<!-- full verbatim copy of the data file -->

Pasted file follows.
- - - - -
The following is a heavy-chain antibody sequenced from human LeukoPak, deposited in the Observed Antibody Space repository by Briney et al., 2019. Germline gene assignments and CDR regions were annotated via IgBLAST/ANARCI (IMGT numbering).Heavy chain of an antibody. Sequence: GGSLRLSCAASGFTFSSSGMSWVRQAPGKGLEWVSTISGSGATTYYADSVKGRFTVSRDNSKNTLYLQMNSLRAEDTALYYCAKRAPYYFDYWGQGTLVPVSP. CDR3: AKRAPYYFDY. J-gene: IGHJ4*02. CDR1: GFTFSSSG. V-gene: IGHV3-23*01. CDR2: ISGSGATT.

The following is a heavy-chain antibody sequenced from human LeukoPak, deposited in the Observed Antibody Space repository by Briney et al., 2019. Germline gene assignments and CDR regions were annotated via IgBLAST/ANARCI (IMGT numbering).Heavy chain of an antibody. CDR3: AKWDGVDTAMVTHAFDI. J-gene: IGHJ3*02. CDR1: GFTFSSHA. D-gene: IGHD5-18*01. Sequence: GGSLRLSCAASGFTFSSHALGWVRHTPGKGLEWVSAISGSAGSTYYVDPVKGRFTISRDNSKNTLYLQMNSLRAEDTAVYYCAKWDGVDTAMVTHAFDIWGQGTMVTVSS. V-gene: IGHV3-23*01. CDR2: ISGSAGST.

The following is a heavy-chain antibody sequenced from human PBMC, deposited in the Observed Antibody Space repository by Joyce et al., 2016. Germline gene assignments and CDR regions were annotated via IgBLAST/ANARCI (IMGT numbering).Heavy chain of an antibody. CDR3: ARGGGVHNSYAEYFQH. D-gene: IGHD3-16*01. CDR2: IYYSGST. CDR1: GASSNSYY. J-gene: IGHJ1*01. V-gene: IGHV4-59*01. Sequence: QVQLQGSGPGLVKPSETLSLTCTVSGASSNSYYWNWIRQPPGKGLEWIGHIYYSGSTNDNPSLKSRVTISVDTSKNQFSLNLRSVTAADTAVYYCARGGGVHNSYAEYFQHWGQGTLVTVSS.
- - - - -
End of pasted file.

The following is a heavy-chain antibody sequenced from human LeukoPak, deposited in the Observed Antibody Space repository by Briney et al., 2019. Germline gene assignments and CDR regions were annotated via IgBLAST/ANARCI (IMGT numbering).Heavy chain of an antibody. Sequence: GGSLRLSCAASGFTFSSSGMSWVRQAPGKGLEWVSTISGSGATTYYADSVKGRFTVSRDNSKNTLYLQMNSLRAEDTALYYCAKRAPYYFDYWGQGTLVPVSP. CDR3: AKRAPYYFDY. J-gene: IGHJ4*02. CDR1: GFTFSSSG. V-gene: IGHV3-23*01. CDR2: ISGSGATT.

The following is a heavy-chain antibody sequenced from human LeukoPak, deposited in the Observed Antibody Space repository by Briney et al., 2019. Germline gene assignments and CDR regions were annotated via IgBLAST/ANARCI (IMGT numbering).Heavy chain of an antibody. CDR3: AKWDGVDTAMVTHAFDI. J-gene: IGHJ3*02. CDR1: GFTFSSHA. D-gene: IGHD5-18*01. Sequence: GGSLRLSCAASGFTFSSHALGWVRHTPGKGLEWVSAISGSAGSTYYVDPVKGRFTISRDNSKNTLYLQMNSLRAEDTAVYYCAKWDGVDTAMVTHAFDIWGQGTMVTVSS. V-gene: IGHV3-23*01. CDR2: ISGSAGST.

The following is a heavy-chain antibody sequenced from human PBMC, deposited in the Observed Antibody Space repository by Joyce et al., 2016. Germline gene assignments and CDR regions were annotated via IgBLAST/ANARCI (IMGT numbering).Heavy chain of an antibody. CDR3: ARGGGVHNSYAEYFQH. D-gene: IGHD3-16*01. CDR2: IYYSGST. CDR1: GASSNSYY. J-gene: IGHJ1*01. V-gene: IGHV4-59*01. Sequence: QVQLQGSGPGLVKPSETLSLTCTVSGASSNSYYWNWIRQPPGKGLEWIGHIYYSGSTNDNPSLKSRVTISVDTSKNQFSLNLRSVTAADTAVYYCARGGGVHNSYAEYFQHWGQGTLVTVSS.